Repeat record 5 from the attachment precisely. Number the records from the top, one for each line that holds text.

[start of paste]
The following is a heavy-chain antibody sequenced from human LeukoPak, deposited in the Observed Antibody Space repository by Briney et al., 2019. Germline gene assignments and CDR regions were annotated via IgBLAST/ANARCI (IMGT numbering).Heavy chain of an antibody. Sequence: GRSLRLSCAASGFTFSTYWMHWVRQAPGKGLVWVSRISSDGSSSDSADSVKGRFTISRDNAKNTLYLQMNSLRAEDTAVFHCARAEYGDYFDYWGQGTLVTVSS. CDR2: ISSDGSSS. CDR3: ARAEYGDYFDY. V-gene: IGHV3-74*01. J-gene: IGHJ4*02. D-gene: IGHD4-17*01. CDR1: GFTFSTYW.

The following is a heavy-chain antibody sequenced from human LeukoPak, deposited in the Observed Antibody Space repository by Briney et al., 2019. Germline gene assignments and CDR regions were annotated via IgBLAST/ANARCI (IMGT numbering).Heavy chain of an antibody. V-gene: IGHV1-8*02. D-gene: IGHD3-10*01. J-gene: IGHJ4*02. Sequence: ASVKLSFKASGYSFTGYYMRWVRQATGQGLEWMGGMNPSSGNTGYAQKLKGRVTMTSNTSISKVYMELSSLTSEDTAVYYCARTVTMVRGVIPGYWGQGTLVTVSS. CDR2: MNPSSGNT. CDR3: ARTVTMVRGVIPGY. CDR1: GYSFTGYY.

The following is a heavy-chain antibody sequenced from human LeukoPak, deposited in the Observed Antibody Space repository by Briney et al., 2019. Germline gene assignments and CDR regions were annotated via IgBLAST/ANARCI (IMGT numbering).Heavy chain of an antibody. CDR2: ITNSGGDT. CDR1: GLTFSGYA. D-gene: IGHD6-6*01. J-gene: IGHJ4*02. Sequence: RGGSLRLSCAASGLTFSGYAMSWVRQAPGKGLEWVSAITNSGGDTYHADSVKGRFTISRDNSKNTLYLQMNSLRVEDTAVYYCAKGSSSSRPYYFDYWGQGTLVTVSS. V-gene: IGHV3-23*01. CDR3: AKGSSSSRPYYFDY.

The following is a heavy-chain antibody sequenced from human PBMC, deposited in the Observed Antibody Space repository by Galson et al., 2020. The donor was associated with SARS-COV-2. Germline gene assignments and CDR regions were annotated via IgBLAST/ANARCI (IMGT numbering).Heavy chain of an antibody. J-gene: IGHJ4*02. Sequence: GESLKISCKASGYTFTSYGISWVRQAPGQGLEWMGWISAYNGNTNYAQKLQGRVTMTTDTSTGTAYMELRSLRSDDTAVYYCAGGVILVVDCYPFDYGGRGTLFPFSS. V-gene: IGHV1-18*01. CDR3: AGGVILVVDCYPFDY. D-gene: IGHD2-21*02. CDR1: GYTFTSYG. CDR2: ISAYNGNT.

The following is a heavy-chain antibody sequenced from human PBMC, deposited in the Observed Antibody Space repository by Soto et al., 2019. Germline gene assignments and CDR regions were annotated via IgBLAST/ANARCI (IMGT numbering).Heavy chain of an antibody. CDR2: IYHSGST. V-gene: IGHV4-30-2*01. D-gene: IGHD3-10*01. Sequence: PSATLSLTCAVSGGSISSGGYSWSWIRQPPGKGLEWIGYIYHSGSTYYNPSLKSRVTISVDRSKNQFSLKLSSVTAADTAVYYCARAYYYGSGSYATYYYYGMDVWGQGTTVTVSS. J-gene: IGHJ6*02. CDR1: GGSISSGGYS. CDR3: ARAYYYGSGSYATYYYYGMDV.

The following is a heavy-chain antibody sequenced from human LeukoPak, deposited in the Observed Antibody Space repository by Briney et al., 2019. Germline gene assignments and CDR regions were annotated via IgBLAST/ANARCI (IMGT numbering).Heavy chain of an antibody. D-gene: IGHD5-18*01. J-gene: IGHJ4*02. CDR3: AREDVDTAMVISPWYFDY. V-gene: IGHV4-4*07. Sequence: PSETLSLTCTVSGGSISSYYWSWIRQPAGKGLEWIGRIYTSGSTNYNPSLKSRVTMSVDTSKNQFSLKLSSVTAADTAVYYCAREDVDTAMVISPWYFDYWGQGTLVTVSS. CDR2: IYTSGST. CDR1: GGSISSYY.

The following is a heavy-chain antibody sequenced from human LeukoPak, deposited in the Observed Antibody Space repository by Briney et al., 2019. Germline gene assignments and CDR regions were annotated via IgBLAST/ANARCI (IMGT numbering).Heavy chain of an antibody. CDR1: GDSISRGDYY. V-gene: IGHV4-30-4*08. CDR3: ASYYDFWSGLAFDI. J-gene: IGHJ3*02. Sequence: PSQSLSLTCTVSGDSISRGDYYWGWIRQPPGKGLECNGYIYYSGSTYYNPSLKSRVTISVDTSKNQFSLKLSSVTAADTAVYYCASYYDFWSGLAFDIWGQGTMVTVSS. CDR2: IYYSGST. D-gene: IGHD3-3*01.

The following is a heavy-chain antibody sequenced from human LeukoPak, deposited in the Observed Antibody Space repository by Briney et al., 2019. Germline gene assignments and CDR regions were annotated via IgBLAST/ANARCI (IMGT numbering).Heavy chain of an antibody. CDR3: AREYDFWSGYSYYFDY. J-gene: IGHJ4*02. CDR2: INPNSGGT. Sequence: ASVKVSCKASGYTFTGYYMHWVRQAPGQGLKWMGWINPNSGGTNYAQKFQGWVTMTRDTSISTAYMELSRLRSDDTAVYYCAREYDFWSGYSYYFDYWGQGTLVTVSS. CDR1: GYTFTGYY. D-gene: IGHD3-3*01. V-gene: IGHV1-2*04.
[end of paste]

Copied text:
The following is a heavy-chain antibody sequenced from human PBMC, deposited in the Observed Antibody Space repository by Soto et al., 2019. Germline gene assignments and CDR regions were annotated via IgBLAST/ANARCI (IMGT numbering).Heavy chain of an antibody. CDR2: IYHSGST. V-gene: IGHV4-30-2*01. D-gene: IGHD3-10*01. Sequence: PSATLSLTCAVSGGSISSGGYSWSWIRQPPGKGLEWIGYIYHSGSTYYNPSLKSRVTISVDRSKNQFSLKLSSVTAADTAVYYCARAYYYGSGSYATYYYYGMDVWGQGTTVTVSS. J-gene: IGHJ6*02. CDR1: GGSISSGGYS. CDR3: ARAYYYGSGSYATYYYYGMDV.